AUSTIN, Texas - (Dec. 7, 2012) - Austin Cancer Centers, a partner with the Austin CyberKnife radiosurgery program at University Medical Center Brackenridge, has been awarded a three-year term of accreditation in radiation oncology by the American College of Radiology (ACR).
Austin Cancer Centers is the only cancer center in Central Texas to achieve this prestigious designation. The ACR is a national professional organization serving more than 36,000 diagnostic/interventional radiologists, radiation oncologists, nuclear medicine physicians and medical physicists with programs focusing on the practice of medical imaging and radiation oncology and the delivery of comprehensive health care services.
Radiation oncology (radiation therapy) employs the careful use of high-energy radiation to treat cancer.
"We are extremely proud of this designation as it represents a national benchmark for adhering to the safest standards in radiation oncology," said Dr. Stephen Brown, Austin Cancer Centers' medical director.
The ACR seal of accreditation represents the highest level of quality and patient safety. It is awarded only to facilities meeting specific practice guidelines and technical standards developed by ACR after a peer-review evaluation by board-certified radiation oncologists and medical physicists who are experts in the field.
Patient care and treatment, patient safety, personnel qualifications, adequacy of facility equipment, quality control procedures and quality assurance programs are assessed. The findings are reported to the ACR Committee on Radiation Oncology Accreditation, which subsequently provides the practice with a comprehensive report they can use for continuous practice improvement.
"Austin Cancer Centers follows two principles: provide patients the highest standard of care, and do it with the utmost compassion and dedication. This seal of accreditation is simply another manifestation of quality care for our patients," said Dr. Douglas J. Rivera, Austin Cyberknife medical director.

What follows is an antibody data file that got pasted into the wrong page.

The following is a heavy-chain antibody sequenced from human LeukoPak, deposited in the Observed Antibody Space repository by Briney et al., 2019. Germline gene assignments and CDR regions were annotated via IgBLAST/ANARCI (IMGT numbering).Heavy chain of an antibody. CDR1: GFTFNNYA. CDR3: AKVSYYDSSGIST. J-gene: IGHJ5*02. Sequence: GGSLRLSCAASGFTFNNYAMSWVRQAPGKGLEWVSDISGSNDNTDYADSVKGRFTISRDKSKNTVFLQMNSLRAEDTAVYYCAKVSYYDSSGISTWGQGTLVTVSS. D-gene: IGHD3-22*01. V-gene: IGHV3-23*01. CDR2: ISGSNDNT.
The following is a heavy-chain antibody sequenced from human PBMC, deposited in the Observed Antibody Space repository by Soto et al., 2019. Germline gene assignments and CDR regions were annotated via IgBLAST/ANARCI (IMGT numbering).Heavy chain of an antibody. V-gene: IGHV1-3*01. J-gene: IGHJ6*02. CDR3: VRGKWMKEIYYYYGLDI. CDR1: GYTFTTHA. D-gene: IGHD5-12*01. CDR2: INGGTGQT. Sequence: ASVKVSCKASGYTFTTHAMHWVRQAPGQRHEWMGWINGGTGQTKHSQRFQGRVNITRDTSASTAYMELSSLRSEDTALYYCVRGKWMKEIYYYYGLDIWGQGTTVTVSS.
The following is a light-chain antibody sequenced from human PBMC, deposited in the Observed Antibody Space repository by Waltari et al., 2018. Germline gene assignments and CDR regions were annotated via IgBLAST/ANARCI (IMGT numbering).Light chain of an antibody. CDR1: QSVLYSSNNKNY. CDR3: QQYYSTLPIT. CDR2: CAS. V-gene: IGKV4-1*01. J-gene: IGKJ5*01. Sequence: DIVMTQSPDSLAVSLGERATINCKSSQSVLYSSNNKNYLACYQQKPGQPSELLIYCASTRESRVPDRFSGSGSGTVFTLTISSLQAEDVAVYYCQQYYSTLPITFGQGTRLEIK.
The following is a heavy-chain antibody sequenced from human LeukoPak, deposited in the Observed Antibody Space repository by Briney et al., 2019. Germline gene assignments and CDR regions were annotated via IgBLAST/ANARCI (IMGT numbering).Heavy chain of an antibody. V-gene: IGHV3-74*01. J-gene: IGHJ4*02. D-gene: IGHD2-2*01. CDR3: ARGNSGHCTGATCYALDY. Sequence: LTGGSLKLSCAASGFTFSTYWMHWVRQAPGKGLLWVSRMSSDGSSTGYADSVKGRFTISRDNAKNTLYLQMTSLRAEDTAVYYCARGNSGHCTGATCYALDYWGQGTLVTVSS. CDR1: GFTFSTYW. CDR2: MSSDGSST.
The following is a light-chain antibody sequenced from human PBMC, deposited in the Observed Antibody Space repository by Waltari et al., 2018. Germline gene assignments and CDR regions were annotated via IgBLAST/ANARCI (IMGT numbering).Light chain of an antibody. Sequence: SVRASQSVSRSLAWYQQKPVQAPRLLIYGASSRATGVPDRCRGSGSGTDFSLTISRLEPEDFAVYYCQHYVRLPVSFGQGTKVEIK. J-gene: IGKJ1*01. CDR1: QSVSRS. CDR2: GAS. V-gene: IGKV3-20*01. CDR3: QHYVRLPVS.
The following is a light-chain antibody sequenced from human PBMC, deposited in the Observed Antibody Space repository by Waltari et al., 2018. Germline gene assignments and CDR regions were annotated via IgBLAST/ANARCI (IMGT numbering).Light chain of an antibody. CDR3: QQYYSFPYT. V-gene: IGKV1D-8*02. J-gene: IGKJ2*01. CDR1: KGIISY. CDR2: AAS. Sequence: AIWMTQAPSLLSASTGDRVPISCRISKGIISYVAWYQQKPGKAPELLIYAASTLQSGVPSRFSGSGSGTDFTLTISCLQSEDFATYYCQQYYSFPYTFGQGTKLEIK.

Austin CyberKnife uses a compact linear accelerator (LINAC) mounted on a robotic arm to deliver concentrated beams of radiation to the targeted tumor from multiple positions and angles. Through the use of image-guidance cameras, the CyberKnife system locates the tumor in the body and uses its robotic arm to deliver highly focused beams of radiation that converge at the tumor.
Thus, the tumor receives a cumulative dose of radiation high enough to control or kill tumor cells while minimizing radiation exposure to surrounding healthy tissue. CyberKnife is the only system available that can also compensate for patient movement to ensure highly accurate delivery of radiation during treatment.
Because of its high precision and accuracy, Austin CyberKnife can noninvasively achieve a surgical-like outcome for lesions in the body. The CyberKnife is the first and only commercial application of robotic stereotactic radiosurgery for the spine, the spinal cord and other lesions throughout the body.
The patient lies on a table and wears a custom-fit
mesh facemask or body immobilizer while the robotic arm
controls the linear accelerator and delivers the radiation.
Most treatments typically last 30 to 60 minutes per lesion,
after which the patient can get up and go home.